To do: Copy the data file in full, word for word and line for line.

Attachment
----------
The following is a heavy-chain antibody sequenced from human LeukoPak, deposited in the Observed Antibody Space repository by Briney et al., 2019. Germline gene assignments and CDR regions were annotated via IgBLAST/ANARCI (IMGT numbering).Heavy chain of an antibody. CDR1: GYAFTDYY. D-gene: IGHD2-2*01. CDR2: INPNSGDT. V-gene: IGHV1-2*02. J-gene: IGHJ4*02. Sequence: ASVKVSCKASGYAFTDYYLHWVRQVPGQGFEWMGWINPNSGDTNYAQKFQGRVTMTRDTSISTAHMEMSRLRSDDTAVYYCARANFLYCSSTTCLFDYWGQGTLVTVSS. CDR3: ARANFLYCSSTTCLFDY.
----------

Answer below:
The following is a heavy-chain antibody sequenced from human LeukoPak, deposited in the Observed Antibody Space repository by Briney et al., 2019. Germline gene assignments and CDR regions were annotated via IgBLAST/ANARCI (IMGT numbering).Heavy chain of an antibody. CDR1: GYAFTDYY. D-gene: IGHD2-2*01. CDR2: INPNSGDT. V-gene: IGHV1-2*02. J-gene: IGHJ4*02. Sequence: ASVKVSCKASGYAFTDYYLHWVRQVPGQGFEWMGWINPNSGDTNYAQKFQGRVTMTRDTSISTAHMEMSRLRSDDTAVYYCARANFLYCSSTTCLFDYWGQGTLVTVSS. CDR3: ARANFLYCSSTTCLFDY.